Johnson County school districts are beginning to see an ebb in their number of recorded COVID-19 cases, though more recent reporting has also been impacted by the suspension of contact tracing efforts by the county and state.
After local districts returned to class in early January, several high schools across three Johnson County districts quickly reverted to universal masking policies due to the high number of cases detected in students and staff.
Schools have also recorded higher than average absenteeism this month, among both students and staff.
But the drop in case numbers recorded in some public schools could be the start of a broader cessation in cases more broadly.
Steve Stites, chief medical officer for The University of Kansas Health System, said Monday in KU’s daily COVID-19 update that new cases are starting to drop across the metro.
As an indication, Stites reported that KU has 100 current active cases, after the hospital reported nearly 200 in recent weeks.
Likewise, Johnson County’s COVID-19 dashboard shows a drop to start this week in both new cases and positivity rate.
Some districts like Shawnee Mission and Blue Valley changed the way in which they track COVID-19 data after the county stopped contact tracing.
Roughly a a month into the new semester, here are the latest numbers being reported by the three public school districts in the Post’s coverage area:
- As of Monday, Jan. 31, the district reports there are 614 active exclusions for students, according to the district’s COVID-19 dashboard.
- That’s a decline from 922 and 919 active exclusions reported the previous two weeks, respectively.
- It should be noted that Shawnee Mission is longer including students recommended for isolation (who may have been exposed to a positive case) on its dashboard due to a lack of contact tracing resources.
- More than two-thirds of the current exclusions — 419 — are among elementary students. High school students account for 124 of those cases, and middle school students account for 83 of those cases.
- There are also 58 active exclusions for staff, down from 111 reported the previous week.
- There were 147 exclusions for isolations and 70 recommended quarantines for students from Jan. 22 to Jan. 28, according to USD 232’s COVID-19 dashboard.
- This is down from 342 exclusions and 167 quarantines the week prior, which was also a four-day week after the district canceled school on a Friday due to a staff shortage.
- During the week of Jan. 22 through Jan. 28, there were 16 exclusion for isolation and 9 recommended quarantines among staff members.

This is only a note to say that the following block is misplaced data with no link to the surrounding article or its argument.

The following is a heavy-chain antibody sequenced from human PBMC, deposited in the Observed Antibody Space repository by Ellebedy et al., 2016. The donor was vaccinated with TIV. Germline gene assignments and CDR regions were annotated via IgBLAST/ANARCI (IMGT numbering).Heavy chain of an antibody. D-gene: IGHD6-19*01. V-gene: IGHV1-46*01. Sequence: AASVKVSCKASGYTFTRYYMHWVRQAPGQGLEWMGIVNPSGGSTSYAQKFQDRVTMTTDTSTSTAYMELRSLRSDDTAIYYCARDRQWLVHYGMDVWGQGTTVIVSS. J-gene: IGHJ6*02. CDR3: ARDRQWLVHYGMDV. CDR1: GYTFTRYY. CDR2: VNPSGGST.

- Cumulatively, elementary schools have been hit hardest by isolations and recommended quarantines with 1,439 in total in elementary schools during this school year.
- In high schools, there have been 737 total exclusions for isolations and recommended quarantines. In middle schools, that nubmers is 625.
- Since the county has stopped contact tracing, Blue Valley has changed how it reports COVID-19 cases on its dashboard.
- The district is now updating the dashboard daily with both student illness and COVID-19 rates broken down by each school on its COVID-19 dashboard and does not present that data with districtwide totals.
- In general, reported cases are going down in Blue Valley from previous weeks, to the point that most schools are below thresholds of new cases that might trigger mask rules for those buildings.
- In all five high schools, the district’s reported COVID-19 rates — which include students who have tested positive, who are symptomatic or who have had known close contacts with a positive case — are all below 1% at each school, as of Friday, Jan. 28. Whereas, for the week ending Jan. 21, only one high school was below 1% of students with COVID-19.
- Of the district’s more than 20 elementary schools, several are reporting COVID-19 rats above 2%, and one school — Indian Valley Elementary — is recording a COVID-19 case rate of 3.37%. A week before, nine elementary schools had case rates topping 3%.
- Likewise, two middle schools — Harmony and Oxford — were over the 3% threshold for COVID-19 cases among students as of Jan. 28. That’s down from five middle school being over that rate the week prior.